Editor’s note: Laura Scarry has been our Legal Eagle author since the magazine started more than six years ago. Unfortunately, she will no longer be able to write a regular column because she needs to put a priority on family time. Although we’ll miss her greatly, we applaud her decision to put family first. Laura has always provided read-it/use-it information that’s been invaluable to our readers and we thank her for the great service she’s provided to LEOs across the country. Stay tuned for the next chapter in Legal Eagle!
In Ryburn v. Huff,1 the U.S. Supreme Court recently decided that police officers don’t violate the Fourth Amendment by entering a residence without a warrant when the homeowner demonstrates unusual behavior leading the officers to believe they’re in danger. This case involved police officers investigating a rumor that a high school student threatened to “shoot up” the school.2
After receiving a call from the school, officers from the Burbank, Calif., Police Department met with the principal, who reported that she learned of the rumor that the student, Vincent Huff, made the threat in a letter. The principal also reported that parents of several students kept their children home after learning of the rumor. Due to her concern for student safety, the principal requested that the officers investigate the alleged threat.
The officers conducted several interviews and learned that Vincent had been absent from school for two days and was the victim of student bullying. They also learned that one of Vincent’s classmates believed that Vincent was capable of carrying out the purported threat. The officers had received prior training on school violence, and they knew that these were indicators of the potential for school violence.
The officers decided to interview Vincent and drove to his house. Officers knocked on the door and announced their office several times. No one answered the door or acknowledged the knocks. The officers called the home telephone. The officers could hear the phone ringing, but no one answered.
Officers then called Vincent’s mother on her cell phone. When she answered, the officer identified himself and asked her where she was. She stated that she was inside the residence. The officer asked where Vincent was, and she responded that he was inside the house as well. The officer then informed her that Burbank police officers were outside her residence and asked to speak with her. She hung up.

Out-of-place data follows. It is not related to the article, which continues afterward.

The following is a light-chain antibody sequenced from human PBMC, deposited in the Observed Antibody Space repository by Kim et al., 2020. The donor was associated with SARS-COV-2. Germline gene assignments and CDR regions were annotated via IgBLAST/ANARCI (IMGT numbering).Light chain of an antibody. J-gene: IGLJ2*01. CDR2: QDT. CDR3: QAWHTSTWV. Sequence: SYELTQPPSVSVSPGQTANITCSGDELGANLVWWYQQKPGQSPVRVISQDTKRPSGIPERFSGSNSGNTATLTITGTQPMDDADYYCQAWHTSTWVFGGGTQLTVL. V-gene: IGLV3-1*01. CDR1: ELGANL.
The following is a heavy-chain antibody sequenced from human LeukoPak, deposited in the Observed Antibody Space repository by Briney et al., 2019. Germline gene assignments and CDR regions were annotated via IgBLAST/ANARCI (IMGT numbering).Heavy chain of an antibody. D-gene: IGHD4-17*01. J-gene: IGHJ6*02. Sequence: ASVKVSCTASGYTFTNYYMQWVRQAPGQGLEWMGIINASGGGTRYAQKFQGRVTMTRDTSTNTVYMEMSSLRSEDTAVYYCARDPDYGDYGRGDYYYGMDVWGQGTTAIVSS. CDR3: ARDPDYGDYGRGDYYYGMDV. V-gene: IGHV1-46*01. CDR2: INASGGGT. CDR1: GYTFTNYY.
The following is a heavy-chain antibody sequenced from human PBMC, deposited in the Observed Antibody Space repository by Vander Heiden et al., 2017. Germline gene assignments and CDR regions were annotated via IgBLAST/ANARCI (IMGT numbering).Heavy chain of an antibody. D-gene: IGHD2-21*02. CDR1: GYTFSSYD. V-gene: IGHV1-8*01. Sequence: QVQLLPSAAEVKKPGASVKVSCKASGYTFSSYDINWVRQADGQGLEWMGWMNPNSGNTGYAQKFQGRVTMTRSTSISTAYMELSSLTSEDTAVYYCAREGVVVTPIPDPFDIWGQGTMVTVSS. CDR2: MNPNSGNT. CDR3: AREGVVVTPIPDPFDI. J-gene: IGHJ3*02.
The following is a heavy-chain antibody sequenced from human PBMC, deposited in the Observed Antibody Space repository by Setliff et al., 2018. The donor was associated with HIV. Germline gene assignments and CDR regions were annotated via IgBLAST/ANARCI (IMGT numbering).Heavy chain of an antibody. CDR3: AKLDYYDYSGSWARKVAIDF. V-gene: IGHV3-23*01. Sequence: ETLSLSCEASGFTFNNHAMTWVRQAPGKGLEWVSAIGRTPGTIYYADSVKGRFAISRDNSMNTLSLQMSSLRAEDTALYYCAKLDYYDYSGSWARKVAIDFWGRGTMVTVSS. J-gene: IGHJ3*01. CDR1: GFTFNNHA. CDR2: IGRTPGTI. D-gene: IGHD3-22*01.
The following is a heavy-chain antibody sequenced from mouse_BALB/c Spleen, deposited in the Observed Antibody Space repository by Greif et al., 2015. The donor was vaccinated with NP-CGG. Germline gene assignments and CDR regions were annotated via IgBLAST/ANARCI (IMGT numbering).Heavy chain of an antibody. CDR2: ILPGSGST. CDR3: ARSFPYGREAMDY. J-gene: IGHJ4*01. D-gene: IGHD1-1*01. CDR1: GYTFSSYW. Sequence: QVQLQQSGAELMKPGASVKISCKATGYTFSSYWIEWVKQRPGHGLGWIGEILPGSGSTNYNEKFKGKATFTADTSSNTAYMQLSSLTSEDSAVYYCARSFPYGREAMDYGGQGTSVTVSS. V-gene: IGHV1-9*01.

After a moment or two, Vincent and his mom walked out of the house and stood on the front steps. The officers informed Vincent of the reason for their visit, and he responded in disbelief. The officers asked Vincent’s mom if they could continue their discussion inside but she refused. The officers thought this was unusual. They also found it odd that Vincent’s mother never asked them why they were there.
The officers next asked Mrs. Huff whether there were any guns inside the residence. Mrs. Huff immediately turned and ran back into the house. Fearing for their safety, the officers entered the house with Vincent in between them. Once inside, they were met by Vincent’s father who advised them that they had no authority to be there. The officers remained inside the house for no more than 5–10 minutes, where they continued to talk to Vincent and his mom. The officers eventually concluded that the rumor was false and left the residence. No search was conducted on Vincent or his parents, nor was the residence searched.
Trial & Appellate Opinions
The Huffs filed a civil rights lawsuit in federal court alleging that the officers violated their rights under the Fourth Amendment when they entered their home without a warrant. The case went to a bench trial where the district court entered judgment in favor of the officers on the basis of qualified immunity. The district court found that Mrs. Huff’s strange behavior coupled with the information obtained by the officers at the high school could have led reasonable police officers to believe that weapons were inside and that they or someone in the residence were in danger particularly because the circumstances had rapidly evolved.